Wednesday, December 7, 2011


When things get tough.  You either grow or you grow a tumor.

What can be said for people that artificially make things tough for themselves?  Why would someone run outside on the icy roads in bone-chilling rain or in death-inducing heat with salt and dust baking into your sun-burned skin?  Why do we run?

On Monday I had one of the more difficult runs I can remember: 6 miles easy with hill sprints, and then 2x20 second drills.  The distance was doable.  That's a normal run for me on a weekday.  The hill sprints are awesome.  I can pull my inner "Jerry Rice" out on demand.  The drills at the end are refreshing.  I love the looks I get from the kids walking their dogs, or the retirees looking through their bedroom windows as I do karaokes or skipping for distance.  No it wasn't even the chilling freezing rain, the fact that I had a painful wind blowing into my face for a good 45 minutes of the run, or the fact that I was drenched through to my toes and fingers.

It was difficult because I began to doubt.

I began to tell myself that running faster is hard.  That there is a barrier of PAIN that waits for me when I want to improve.  That I can't achieve this goal that I am seeking.  That I haven't trained well.  I haven't eaten well.  I haven't had the right mental attitude.  I left my front door on Monday's run, thinking the enemy was outside; that the enemy was the world; that the enemy was the elements.

No.  The enemy was me.

* * *

I'm a practicing Roman Catholic.  I pray for many reasons and in many forms and styles.  But I never pray for running.  I never use the tools that have gotten me this far and apply it to running.  I never pray for the runners, the race organizers, the volunteers.  I never pray for my wife and family because they have helped me to be a runner.  I have been simply animistic to this point in time.  I have simply let my body worship at the Church of running with no spiritual commentary.  If I have added anything, it is a bit of intellectual flowering in collecting numbers and setting target.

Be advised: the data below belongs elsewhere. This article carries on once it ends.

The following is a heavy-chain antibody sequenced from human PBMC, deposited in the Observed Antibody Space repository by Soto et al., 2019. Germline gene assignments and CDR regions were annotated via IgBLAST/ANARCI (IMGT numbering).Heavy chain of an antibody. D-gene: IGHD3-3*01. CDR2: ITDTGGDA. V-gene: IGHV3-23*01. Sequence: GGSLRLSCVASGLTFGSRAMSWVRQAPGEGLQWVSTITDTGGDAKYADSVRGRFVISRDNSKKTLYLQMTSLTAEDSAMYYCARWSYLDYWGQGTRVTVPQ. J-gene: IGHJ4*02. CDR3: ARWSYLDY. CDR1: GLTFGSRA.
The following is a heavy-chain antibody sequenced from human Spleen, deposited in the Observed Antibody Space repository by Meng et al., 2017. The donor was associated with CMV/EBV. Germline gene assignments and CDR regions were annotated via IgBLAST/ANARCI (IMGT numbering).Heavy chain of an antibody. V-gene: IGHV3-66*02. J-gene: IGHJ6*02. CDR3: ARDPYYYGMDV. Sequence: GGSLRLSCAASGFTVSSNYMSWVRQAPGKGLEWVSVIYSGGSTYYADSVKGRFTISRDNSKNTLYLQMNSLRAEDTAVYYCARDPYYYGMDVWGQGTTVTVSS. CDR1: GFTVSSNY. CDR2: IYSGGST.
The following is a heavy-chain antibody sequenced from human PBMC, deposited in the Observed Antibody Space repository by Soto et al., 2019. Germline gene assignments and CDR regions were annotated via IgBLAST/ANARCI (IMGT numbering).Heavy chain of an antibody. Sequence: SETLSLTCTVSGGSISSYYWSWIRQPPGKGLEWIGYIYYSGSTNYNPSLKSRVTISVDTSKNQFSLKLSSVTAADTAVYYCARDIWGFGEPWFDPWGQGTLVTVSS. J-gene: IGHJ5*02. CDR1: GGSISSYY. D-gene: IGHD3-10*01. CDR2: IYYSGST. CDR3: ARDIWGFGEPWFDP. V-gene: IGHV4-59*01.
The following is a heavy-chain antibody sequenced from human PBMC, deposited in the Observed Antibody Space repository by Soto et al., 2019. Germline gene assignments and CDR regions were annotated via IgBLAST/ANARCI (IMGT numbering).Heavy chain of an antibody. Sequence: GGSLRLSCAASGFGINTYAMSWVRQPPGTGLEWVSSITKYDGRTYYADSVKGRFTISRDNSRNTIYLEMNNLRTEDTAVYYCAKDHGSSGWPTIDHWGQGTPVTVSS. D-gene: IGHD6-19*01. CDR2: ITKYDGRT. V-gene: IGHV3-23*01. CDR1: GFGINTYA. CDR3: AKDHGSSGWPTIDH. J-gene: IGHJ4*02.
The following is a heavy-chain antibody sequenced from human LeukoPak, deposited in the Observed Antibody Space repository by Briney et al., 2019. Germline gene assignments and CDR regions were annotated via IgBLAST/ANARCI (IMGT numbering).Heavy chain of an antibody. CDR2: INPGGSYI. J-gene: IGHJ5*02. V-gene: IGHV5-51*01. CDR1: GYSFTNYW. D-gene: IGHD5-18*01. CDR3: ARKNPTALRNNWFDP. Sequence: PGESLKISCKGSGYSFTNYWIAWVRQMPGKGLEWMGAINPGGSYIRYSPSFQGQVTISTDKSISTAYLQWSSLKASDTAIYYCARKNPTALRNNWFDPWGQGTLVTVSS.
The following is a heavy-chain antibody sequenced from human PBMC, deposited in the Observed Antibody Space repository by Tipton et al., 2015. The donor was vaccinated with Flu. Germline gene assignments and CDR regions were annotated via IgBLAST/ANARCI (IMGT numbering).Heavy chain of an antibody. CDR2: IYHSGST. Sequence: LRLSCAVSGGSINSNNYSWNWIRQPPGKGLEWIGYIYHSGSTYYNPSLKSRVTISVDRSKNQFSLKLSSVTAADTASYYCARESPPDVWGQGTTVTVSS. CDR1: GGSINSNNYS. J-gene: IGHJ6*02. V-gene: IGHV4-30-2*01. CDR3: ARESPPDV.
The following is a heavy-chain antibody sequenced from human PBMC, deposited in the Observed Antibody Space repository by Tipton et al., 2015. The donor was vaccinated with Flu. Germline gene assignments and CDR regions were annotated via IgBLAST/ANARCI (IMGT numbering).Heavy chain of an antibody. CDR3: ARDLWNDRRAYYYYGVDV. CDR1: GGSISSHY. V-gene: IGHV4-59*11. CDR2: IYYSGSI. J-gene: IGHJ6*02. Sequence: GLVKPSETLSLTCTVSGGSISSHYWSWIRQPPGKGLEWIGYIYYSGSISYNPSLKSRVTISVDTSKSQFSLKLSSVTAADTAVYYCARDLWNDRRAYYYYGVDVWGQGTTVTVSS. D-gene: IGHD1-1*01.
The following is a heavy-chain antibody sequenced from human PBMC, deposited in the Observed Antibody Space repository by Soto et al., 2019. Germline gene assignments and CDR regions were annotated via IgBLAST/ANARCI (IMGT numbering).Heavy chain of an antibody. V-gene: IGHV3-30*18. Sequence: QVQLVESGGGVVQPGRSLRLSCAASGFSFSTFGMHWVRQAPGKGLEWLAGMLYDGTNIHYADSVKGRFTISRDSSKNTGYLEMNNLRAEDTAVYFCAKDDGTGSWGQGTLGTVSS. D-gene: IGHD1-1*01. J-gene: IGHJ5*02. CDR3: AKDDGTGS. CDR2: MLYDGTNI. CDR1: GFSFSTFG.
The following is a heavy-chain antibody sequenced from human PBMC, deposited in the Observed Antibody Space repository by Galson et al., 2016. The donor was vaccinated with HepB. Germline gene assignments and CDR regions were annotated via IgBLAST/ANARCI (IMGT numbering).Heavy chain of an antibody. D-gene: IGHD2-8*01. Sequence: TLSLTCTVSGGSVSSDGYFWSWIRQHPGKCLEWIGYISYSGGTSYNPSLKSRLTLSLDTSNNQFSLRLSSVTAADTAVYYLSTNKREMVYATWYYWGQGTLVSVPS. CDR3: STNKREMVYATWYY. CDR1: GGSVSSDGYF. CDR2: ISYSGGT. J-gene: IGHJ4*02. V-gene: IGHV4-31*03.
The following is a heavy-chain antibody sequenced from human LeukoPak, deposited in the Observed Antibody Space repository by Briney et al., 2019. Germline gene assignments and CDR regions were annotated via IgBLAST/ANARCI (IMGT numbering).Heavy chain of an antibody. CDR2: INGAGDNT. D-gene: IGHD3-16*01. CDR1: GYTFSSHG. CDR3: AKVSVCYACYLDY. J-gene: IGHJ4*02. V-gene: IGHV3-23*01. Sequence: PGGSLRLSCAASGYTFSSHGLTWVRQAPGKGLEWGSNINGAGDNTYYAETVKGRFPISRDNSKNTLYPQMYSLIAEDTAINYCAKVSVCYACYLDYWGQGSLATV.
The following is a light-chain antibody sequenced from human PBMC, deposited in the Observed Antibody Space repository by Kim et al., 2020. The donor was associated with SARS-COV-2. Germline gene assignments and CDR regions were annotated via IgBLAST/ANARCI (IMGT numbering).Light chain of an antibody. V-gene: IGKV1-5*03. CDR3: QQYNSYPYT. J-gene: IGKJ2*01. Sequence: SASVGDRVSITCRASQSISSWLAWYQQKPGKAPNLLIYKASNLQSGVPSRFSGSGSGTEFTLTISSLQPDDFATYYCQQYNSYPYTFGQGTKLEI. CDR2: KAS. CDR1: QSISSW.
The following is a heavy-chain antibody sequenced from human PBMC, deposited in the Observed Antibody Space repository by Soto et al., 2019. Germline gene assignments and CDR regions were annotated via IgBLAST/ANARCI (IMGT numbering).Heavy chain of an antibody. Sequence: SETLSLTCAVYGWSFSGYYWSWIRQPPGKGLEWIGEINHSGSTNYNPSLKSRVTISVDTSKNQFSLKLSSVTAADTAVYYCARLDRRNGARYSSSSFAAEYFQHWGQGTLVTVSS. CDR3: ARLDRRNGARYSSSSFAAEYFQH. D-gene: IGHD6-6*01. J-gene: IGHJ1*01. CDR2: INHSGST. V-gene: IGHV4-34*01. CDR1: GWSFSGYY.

It may be too late for this race on Saturday, but I vow before all of you to find a technique that is suitable for me, which will help me visualize and be totally present in my running.  I've approached my running as if I was a lab rat in an experiment.

Help me out.  What do you do to visualize your running?  How do you spiritualize your running?  What books do you read?  How do you prepare for running?  How do you prepare for racing?


it's all about pace said...

When running well... I feel (think) tall... I feel (think) smooth and effortless... I relax and enjoy

it's all about pace said...

Oh... and exellent post btw

Kepa said...

As a beginning runner I guess I haven't gotten to the point where I have a visualization technique. I am at the point of discovery with every run. Once I get enough experience and stabilize my techniques I will probably be able to begin visualizing. If anything I often visualize a major injury that I received a couple years ago.

Kenley said...